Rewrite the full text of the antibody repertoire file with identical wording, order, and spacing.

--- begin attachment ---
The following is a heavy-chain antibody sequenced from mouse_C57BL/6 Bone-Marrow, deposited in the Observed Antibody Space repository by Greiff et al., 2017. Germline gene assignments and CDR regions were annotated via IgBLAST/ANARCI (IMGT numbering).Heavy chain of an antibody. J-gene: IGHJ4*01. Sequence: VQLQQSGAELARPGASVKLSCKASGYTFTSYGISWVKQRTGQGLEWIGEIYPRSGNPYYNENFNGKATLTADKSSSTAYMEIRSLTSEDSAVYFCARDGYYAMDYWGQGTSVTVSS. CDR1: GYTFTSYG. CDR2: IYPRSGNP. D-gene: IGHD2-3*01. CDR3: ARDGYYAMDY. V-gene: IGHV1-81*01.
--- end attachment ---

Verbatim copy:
The following is a heavy-chain antibody sequenced from mouse_C57BL/6 Bone-Marrow, deposited in the Observed Antibody Space repository by Greiff et al., 2017. Germline gene assignments and CDR regions were annotated via IgBLAST/ANARCI (IMGT numbering).Heavy chain of an antibody. J-gene: IGHJ4*01. Sequence: VQLQQSGAELARPGASVKLSCKASGYTFTSYGISWVKQRTGQGLEWIGEIYPRSGNPYYNENFNGKATLTADKSSSTAYMEIRSLTSEDSAVYFCARDGYYAMDYWGQGTSVTVSS. CDR1: GYTFTSYG. CDR2: IYPRSGNP. D-gene: IGHD2-3*01. CDR3: ARDGYYAMDY. V-gene: IGHV1-81*01.